CDC warns US travelers to Olympics could bring home measles

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U.S. health officials are urging Americans traveling to London for the summer Olympics to make sure they are up-to-date with measles immunizations, warning that unvaccinated tourists could become infected and spark an outbreak at home.

The Centers for Disease Control and Prevention also said the Euro 2012 soccer cup in Poland and Ukraine could be possible sites for measles infections this summer, USA Today reported Tuesday.

"Disease knows no borders," said Rebecca Martin, director of the CDC's Global Immunization Division. "We are concerned about Americans coming back from the Olympics this summer and unknowingly infecting others."

The London Olympics open on July 27 and the Euro 2012 soccer cup begins on June 8.

Health experts explain that huge public events, like the Olympics, increase the likelihood of infection among unvaccinated people and affected individuals might unknowingly carry the disease home.

According to the Indiana State Health Department, during last month's Super Bowl two people who were infected with measles attended a crowded event in downtown Indianapolis and touched off an outbreak that infected 16 people, The Wall Street Journal reported Tuesday.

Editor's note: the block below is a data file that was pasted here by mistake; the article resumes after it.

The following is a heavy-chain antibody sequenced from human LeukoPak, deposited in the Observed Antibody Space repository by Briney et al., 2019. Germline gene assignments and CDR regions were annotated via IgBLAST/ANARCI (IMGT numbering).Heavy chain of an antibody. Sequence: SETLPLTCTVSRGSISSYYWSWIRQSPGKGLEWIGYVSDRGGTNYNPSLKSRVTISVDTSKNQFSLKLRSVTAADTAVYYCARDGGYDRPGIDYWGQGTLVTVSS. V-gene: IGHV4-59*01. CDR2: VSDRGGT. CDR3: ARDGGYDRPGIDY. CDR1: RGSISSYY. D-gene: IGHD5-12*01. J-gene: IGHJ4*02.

Heath officials also say that most cases of the measles in the US are imported by travelers who have not been vaccinated.

A measles outbreak in San Diego in 2008 was traced to an unvaccinated seven-year-old boy who contracted the disease in Switzerland. He passed the disease on to 11 other unvaccinated children, The Journal reported.

More parents in the US are getting their children vaccinated than in recent years, when concerns about vaccinations prompted some parents to opt out, the Journal reported.  According to the CDC, the rate of vaccination for measles, mumps and rubella was at 91.5 percent in 2010, up from 90 percent a year earlier.

Health experts say a community needs about a 95 percent immunization rate against measles to ensure "herd" immunity, according to The Journal.

Before routine vaccinations in the United States, the virus killed between 3,000 and 5,000 people each year.

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